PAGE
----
Minimalism Does Not Mean Reducing Quality of Life

With the start of 2020, and taking on the challenge of The 30-Day Minimalism Game, we have begun to realize that even though we feel we live life with a minimalistic approach, it is still a practice we have to continue. During this challenge, getting rid of items each day has given us both a cleansing feeling. We have a couple of areas that we have easily been able to purge items from. It is a hidden compartment that things get thrown into, out of sight, and all of a sudden, there is a shit-ton of crap that means nothing. Rather than be disappointed in ourselves, we just use it as a learning lesson to get back to basics so we can live a larger life.

“Being a minimalist doesn’t mean you are a martyr. It means you enjoy living your life rather than having items consume you.” -Gerry

What does that mean? Larger life?! Well, if you’re a longtime follower, you know that we went from having a house full of stuff a few years ago, to drastically minimalizing; taking a very close look at our items, and prioritizing what brought us joy, and what didn’t. This process made it so that we could do more of what we love- travel, be outdoors, and LIVE OUR LIVES- not being chained to our belongings.

Once the conversation comes up to people about our minimal lifestyle, the next question is about our items themselves. For example, we put time and effort into the purchase of items that are of quality. Just because you have a nice handbag, or nice sneakers, doesn’t mean you’re not a minimalist. It means you put more time and effort into the items you acquire. There are some items we need that we do not spend a lot of money on. For example, we like to grow some of our produce, herbs, and are super thrifty with other grocer items. There are some clothing items that we have that we did scoop a deal, but we are also mindful about having stapled items that we invest more money in, so that we do not have to continue to buy cheaper versions. Buying a ton of items over and over again isn’t not only a poor financial decision, but it is also bad for the environment- putting all of the discarded, unused items into the trash when they break, rip, or become too worn.

We enjoy spending time on the water, enjoying what Mother Nature offers, rather than what stores offer.

I (Gerry) recently told someone, when they made a comment about me having an Eagles Jersey as a minimalist, “We’re not martyrs. We just want to have items that are of use and that mean something and bring joy to our life.” We aren’t going to be living under a bridge to prove that we are minimal. It is all about living a meaningful life, one that is larger and more full.

The Minimalists, Joshua Fields Millburn and Ryan Nicodemus,explain it best:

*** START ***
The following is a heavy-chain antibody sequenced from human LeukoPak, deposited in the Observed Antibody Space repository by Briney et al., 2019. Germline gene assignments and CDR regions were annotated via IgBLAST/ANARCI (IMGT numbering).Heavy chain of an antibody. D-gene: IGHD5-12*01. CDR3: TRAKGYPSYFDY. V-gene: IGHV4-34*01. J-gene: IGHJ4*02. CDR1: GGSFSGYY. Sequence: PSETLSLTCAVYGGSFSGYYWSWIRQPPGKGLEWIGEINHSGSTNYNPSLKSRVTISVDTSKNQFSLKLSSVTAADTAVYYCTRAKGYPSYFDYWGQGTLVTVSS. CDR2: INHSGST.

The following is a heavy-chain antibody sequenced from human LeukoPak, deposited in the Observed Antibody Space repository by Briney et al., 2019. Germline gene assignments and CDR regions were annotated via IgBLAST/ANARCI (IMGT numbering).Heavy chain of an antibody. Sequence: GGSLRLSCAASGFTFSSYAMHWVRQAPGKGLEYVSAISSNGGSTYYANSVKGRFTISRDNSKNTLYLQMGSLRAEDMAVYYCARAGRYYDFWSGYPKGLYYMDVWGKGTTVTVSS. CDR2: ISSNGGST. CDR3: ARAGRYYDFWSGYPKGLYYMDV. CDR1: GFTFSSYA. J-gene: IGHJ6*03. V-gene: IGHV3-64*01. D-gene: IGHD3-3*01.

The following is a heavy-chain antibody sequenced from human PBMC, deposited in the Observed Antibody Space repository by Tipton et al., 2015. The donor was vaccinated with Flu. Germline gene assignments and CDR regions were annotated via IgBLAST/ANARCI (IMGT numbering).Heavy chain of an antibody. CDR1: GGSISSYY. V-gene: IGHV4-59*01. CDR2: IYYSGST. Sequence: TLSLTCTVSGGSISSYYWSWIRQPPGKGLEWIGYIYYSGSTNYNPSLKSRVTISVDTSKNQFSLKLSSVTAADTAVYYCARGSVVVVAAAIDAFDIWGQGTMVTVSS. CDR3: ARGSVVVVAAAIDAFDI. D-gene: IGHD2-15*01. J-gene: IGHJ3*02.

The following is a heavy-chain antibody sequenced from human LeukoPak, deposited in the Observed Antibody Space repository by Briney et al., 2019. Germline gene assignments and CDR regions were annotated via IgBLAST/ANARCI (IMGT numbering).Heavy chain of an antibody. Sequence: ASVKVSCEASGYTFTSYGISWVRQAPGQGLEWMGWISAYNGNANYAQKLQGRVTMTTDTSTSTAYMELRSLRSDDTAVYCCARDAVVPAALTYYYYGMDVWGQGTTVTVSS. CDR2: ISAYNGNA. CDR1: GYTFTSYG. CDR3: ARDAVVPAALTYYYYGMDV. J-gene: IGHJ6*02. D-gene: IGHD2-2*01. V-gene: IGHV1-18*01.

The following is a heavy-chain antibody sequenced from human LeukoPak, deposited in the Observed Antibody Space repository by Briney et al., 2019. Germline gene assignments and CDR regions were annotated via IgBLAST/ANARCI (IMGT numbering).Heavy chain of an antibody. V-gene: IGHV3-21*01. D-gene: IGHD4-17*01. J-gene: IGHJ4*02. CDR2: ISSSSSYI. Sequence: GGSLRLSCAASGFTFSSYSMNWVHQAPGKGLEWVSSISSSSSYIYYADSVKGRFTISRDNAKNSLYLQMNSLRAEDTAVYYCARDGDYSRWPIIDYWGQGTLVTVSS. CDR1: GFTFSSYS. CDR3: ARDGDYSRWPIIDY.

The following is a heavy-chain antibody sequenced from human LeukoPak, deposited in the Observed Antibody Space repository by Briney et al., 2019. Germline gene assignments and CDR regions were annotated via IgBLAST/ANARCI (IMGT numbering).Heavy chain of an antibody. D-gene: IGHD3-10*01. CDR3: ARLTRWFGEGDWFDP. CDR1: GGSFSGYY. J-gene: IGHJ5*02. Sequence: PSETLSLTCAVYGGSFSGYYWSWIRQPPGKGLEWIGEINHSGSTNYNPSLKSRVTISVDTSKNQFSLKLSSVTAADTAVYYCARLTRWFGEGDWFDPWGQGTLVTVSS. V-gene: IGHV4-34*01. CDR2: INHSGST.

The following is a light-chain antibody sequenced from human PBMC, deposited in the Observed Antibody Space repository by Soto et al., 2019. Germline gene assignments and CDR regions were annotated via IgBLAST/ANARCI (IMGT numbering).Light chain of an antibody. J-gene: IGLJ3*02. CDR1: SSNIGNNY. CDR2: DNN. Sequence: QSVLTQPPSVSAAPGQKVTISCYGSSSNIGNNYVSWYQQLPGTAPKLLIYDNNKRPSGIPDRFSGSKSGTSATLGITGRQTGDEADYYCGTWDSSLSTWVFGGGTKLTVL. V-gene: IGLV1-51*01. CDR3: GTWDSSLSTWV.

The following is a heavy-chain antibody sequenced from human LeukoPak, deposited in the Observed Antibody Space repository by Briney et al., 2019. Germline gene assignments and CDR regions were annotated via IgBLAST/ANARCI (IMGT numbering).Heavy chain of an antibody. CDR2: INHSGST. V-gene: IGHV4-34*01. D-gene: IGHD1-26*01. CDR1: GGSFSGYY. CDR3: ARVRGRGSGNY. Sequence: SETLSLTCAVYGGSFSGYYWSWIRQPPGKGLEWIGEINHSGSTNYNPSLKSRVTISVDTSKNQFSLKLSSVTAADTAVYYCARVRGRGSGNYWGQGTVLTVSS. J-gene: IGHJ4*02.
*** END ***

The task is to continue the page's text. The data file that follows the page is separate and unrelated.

Minimalists don’t focus on having less, less, less. We focus on making room for more: more time, more passion, more creativity, more experiences, more contribution, more contentment, more freedom. Clearing the clutter from life’s path helps make that room. Minimalism is the thing that gets us past the things so we can make room for life’s important things—which aren’t things at all.

Consider some of these points- some reasons that you may be holding on to extra stuff:

  • You are a collector of one type or many types of things.
  • You believe that your items are or will become monetarily valuable,
  • Claiming that your items have sentimental value.
  • Claiming that the possessions have or will have a useful purpose in the future, for example, “I know I will need this one day.”
  • Instead of finding an item that you know you have already purchased, you’d rather just buy a new one.
  • You find that it takes too much time and effort to decide what to get rid of, and would just rather not deal with it.

None of these thoughts are wrong, if this way of life brings you joy and the clutter you have does not interfere with your routines, habits, and quality of life. You don’t have to live in a tiny house (though that is pretty cool if you do), nor believe that you cannot have comfy furniture. You just incorporate the practice to what fits for you.

Traveling, and having adventures are the results of our living a minimalist lifestyle.

Are you thinking that you want to take a second look at your items, and maybe life your life a little more fully? Here are some great ways to start:

  • Take part in the 30-day minimalism challenge
  • Create a rule for yourself: if you don’t use an item in a year, season, etc. then get rid of it.
  • Use a system, for your wearables, like Project 333. It is a process in which you dress with 33 items or less for 3 months.
  • Speaking of clothes, an app that Shannon uses to organize what she wears, and mix-up outfits is YourCloset.
  • Take each week to go through a room, a closet, drawers, whatever, and get rid of unnecessary items that sneak into those areas.
  • Make a rule to not buy anything new for a week. We know some people who do this for a year! Wowzers!
  • Even if this all seems like a lot to do, just try to cut back on your technology and get outdoors. Live a life that isn’t about shopping, or retail, or in front of a TV.
  • If you do buy something, take 24 hours to think about it. Do your research to determine if it is something that is functional, will bring you joy, and/or if it will last. i.e. a quality item that will hold up for you.

These are just some of the suggestions as to where you can start, but don’t just take our word for it. Give it a shot, then let us know what you think. Minimalist does not mean giving up quality- it is just the opposite.

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